This effectively resolves the problems with traditional dentures. You don’t have to worry about your dentures moving around, and the dental implants also help provide the necessary pressure to your face muscles and jawbone.

The Problems With Permanent Dentures

As good as they are at serving as prosthetic teeth and remedying the problems with traditional dentures, permanent dentures have some problems of their own. 

For starters, there is the issue of personal hygiene. Permanent dentures are quite difficult to keep clean. In all likelihood, you’ll get some food and debris stuck underneath your dentures. 

This can certainly be uncomfortable and annoying, but it can also lead to bad breath that just won’t go away. You may brush and brush but still have bad breath — it can be difficult to remove and manage. 

But this can also be a risk to your health. Having debris under your dentures can lead to bacterial growth, which, if unchecked, can increase your risk of developing gum disease. To counter this, you need to have your dentures professionally removed and cleaned annually, but this doesn’t remove the risks.

So although permanent dentures offer some solutions, they also present some new problems that can be inconvenient and risky.

4. Anchored Dentures

This last type of denture is a big technological innovation that has come about in recent years. Anchored dentures, or implant-supported dentures, are a hybrid between permanent and traditional dentures. 

They offer you a full set of prosthetic teeth that snap securely in place but are easily removable at the end of the day. It does this with the power of dental implants and SureSNAP technology.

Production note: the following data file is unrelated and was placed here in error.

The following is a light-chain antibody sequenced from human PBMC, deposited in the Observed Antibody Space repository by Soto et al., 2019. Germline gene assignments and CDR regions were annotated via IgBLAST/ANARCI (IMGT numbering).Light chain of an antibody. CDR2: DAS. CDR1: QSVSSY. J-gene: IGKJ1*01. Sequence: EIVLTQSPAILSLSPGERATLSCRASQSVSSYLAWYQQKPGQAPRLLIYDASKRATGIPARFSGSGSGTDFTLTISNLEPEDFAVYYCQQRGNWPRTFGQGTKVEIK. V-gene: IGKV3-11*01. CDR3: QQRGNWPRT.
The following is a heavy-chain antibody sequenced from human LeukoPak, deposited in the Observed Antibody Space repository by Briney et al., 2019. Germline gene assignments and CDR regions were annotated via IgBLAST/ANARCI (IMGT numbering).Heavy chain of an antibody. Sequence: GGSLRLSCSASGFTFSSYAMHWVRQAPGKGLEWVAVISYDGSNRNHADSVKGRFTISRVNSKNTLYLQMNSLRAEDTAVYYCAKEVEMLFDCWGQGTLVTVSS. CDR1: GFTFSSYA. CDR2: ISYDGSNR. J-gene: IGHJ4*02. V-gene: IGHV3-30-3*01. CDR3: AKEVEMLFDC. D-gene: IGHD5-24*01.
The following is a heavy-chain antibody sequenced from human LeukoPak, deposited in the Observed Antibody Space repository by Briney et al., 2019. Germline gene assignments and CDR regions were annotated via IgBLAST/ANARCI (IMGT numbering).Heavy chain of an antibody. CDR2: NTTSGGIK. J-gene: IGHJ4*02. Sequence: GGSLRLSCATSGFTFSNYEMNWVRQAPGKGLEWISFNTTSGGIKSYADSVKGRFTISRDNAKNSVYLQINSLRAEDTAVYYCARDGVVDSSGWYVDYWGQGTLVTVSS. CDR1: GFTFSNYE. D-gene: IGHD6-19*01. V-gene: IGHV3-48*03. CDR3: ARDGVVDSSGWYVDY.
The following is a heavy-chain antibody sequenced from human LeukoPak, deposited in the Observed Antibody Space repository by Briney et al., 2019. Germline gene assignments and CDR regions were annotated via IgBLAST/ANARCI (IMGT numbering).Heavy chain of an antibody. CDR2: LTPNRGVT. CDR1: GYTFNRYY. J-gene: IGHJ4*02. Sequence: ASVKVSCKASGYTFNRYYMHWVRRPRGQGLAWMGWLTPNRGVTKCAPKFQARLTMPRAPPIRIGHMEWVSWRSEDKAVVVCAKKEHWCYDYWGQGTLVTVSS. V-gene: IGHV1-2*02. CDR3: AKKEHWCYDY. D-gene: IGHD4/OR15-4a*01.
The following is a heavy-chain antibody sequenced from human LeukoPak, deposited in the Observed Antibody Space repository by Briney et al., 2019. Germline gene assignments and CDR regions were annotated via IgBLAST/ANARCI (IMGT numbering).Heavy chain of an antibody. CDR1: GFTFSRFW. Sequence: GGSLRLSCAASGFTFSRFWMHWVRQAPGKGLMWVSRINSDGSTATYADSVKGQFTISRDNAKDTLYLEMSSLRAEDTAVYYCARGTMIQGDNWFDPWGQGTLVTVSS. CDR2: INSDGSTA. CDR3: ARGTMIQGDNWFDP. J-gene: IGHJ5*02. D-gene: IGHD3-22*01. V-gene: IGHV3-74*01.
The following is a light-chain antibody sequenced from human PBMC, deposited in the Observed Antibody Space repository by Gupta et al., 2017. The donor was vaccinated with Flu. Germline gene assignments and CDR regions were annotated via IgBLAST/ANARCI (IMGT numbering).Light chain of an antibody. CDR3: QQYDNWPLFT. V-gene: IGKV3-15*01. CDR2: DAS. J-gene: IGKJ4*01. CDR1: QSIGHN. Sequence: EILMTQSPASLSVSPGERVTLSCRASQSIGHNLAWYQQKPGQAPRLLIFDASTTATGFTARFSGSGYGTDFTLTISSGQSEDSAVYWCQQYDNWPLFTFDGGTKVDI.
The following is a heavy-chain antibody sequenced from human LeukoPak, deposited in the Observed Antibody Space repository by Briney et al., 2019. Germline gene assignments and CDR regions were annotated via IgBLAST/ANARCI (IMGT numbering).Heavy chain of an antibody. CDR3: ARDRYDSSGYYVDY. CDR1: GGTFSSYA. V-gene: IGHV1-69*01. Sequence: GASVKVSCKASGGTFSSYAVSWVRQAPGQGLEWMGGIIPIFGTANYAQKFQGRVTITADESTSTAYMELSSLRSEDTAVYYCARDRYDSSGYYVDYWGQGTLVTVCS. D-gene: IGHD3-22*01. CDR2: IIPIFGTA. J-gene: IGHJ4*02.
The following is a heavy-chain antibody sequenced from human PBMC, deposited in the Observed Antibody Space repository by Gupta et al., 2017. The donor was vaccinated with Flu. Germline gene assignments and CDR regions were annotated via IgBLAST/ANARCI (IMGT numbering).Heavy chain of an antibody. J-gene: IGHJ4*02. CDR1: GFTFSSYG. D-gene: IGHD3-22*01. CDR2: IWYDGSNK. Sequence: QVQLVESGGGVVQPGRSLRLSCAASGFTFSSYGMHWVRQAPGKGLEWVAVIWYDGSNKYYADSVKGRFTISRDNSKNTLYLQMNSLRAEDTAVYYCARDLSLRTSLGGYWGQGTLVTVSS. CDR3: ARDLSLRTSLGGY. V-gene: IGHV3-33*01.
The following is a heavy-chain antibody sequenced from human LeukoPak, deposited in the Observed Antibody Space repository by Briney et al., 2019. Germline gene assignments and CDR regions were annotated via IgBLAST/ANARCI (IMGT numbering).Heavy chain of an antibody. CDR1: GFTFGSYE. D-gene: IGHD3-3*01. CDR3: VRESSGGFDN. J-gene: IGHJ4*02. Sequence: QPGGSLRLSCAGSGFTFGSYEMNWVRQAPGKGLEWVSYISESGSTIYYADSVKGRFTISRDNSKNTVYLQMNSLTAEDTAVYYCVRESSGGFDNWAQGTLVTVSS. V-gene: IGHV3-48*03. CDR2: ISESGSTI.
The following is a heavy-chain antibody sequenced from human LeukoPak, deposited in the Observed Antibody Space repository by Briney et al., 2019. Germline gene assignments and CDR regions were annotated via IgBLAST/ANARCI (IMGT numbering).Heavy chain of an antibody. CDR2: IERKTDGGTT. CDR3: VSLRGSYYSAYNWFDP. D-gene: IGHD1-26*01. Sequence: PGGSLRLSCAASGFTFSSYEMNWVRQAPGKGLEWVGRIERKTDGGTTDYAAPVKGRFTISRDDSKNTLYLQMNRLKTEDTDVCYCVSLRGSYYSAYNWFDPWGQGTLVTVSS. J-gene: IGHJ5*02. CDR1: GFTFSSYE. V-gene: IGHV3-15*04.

Essentially, you still get dental implants, similar to permanent dentures, but anchored dentures can easily snap on and off of the implants instead of remaining anchored to them permanently. 

This means that while your dentures are in, they securely fit onto your gums, and you don’t have to worry about them moving around. But at the same time, you can remove your dentures for daily cleaning without a problem.

The Best of Both Worlds

This takes the best parts of each option and puts them together to make high-quality, convenient, healthy dentures. 

Notably, because of the use of dental implants, anchored dentures still help to reduce the risk of jaw bone loss. But it doesn’t sacrifice your health. You don’t have to worry about food getting stuck underneath your dentures, and you can rest assured knowing that your dentures aren’t going to increase your risk of gum disease.

The Right Denture for You

Now, let’s talk about you and your smile. At the end of the day, everybody has a unique mouth with unique needs. If you are only missing a few of your teeth and still have plenty of healthy, natural teeth that populate your mouth, there are options to help you replace your missing teeth. 

But if you, like many other people, need a full set of replacement teeth, anchored dentures may be a convenient and effective option. They are the latest innovative technology since the denture itself. They help keep you healthy, help you to chew up your food to restore your nutrition, and, most importantly, help you put on a beautiful smile. 

If you’re interested in anchored dentures and would like to explore more with a free consultation, visit the Renew website to learn more and take the next step towards your amazing new smile. 


What is bone atrophy? | International Congress of Oral Implantologists 

Implant Supported Dentures: Process, Benefits & Care | Cleveland Clinic

Periodontal Diseases | Johns Hopkins Medicine